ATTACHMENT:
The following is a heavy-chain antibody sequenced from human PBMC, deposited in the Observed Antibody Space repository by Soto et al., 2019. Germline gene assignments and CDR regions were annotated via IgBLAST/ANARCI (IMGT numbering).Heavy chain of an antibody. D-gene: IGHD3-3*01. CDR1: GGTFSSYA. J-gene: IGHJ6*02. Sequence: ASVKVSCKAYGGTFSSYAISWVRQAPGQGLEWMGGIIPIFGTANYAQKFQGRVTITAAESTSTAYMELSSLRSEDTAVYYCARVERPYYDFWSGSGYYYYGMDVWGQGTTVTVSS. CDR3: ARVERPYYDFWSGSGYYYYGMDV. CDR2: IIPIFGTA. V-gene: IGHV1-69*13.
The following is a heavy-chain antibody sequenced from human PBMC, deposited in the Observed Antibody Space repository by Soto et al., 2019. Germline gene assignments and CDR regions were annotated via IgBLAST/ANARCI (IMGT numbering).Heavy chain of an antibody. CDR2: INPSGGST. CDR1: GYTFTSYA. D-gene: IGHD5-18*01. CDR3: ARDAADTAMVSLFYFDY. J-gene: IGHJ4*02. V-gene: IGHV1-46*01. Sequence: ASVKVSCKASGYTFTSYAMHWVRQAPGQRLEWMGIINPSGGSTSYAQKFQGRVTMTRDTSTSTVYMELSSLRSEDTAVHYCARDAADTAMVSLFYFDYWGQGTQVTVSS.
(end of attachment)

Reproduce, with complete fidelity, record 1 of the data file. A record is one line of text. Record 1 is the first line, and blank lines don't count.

The following is a heavy-chain antibody sequenced from human PBMC, deposited in the Observed Antibody Space repository by Soto et al., 2019. Germline gene assignments and CDR regions were annotated via IgBLAST/ANARCI (IMGT numbering).Heavy chain of an antibody. D-gene: IGHD3-3*01. CDR1: GGTFSSYA. J-gene: IGHJ6*02. Sequence: ASVKVSCKAYGGTFSSYAISWVRQAPGQGLEWMGGIIPIFGTANYAQKFQGRVTITAAESTSTAYMELSSLRSEDTAVYYCARVERPYYDFWSGSGYYYYGMDVWGQGTTVTVSS. CDR3: ARVERPYYDFWSGSGYYYYGMDV. CDR2: IIPIFGTA. V-gene: IGHV1-69*13.